The new MIG feature was designed to support robust hardware partitioning for the latest NVIDIA A100 and A30 GPUs. NVIDIA MIG-enabled GPUs plus NVIDIA vGPU software allows enterprises to leverage the management, monitoring, and operational benefits of VMware virtualization for all resources including AI acceleration.
VMware VMs using MIG-enabled vGPUs provide the flexibility to have a heterogenous mix of GPU partition sizes available on a single host or cluster. MIG-partitioned vGPU instances are fully isolated with an exclusive allocation of high-bandwidth memory, cache, and compute. The A100 PCIe card supports MIG configurations with up to seven GPU partitions per GPU card, while the A30 GPU supports up to four GPU instances per card.
MIG allows multiple vGPU-powered VMs to run in parallel on a single A100 or A30 GPU. One common use case is for administrators to partition available GPUs into multiple units for allocation to individual data scientists. Each data scientist can be assured of predictable performance due to the isolation and Quality of Service guarantees of the vGPU partitioning technology.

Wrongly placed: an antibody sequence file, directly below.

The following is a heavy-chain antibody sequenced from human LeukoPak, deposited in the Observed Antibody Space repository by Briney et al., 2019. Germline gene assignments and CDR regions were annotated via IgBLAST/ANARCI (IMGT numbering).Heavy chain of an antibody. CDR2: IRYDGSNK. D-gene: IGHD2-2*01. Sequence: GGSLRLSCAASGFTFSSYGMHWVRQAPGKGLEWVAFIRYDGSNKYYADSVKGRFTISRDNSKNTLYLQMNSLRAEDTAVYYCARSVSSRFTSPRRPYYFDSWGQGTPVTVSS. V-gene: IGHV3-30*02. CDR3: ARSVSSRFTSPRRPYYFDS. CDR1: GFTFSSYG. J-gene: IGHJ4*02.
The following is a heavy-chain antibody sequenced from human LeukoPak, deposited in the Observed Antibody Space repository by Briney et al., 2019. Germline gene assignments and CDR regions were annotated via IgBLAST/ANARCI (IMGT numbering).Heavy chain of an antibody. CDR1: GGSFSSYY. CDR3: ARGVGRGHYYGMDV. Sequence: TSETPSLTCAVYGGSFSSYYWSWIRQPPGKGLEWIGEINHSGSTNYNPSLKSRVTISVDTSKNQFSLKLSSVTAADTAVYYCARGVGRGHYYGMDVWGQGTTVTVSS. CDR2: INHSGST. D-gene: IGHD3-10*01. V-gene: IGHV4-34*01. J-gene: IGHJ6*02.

The following table lists the options for MIG-supported GPU partitions:
GPU profile name
Profile name on VMs
Fraction of GPU memory
Fraction of GPU computes
Maximum number of instances available
You can create and assign a combination of the preceding profiles to VMs. Only certain combinations of MIG partitions are supported for a single card instance. For more information about MIG and the supported partition details, see the NVIDIA Multi-Instance GPU User Guide.
When a VM is created, an administrator can assign one of the preceding partitions before powering on the VM. That GPU resource is then exclusively allocated to a single VM, guaranteeing isolation of GPU resources. MIG only supports assigning one partition profile type per VM. The GPU resources are deallocated whenever the VM is powered off or migrated to another server.
The following figure shows an example of how MIG partitions are allocated to VMs:
The example shows an A100 GPU partitioned into three compatible MIG profiles: MIG 4g.20gb, MIG 2g.10gb, and MIG 1g.5gb. These profiles are typically assigned to run light training using TensorFlow, model development using Jupyter notebooks, and inference using TensorRT.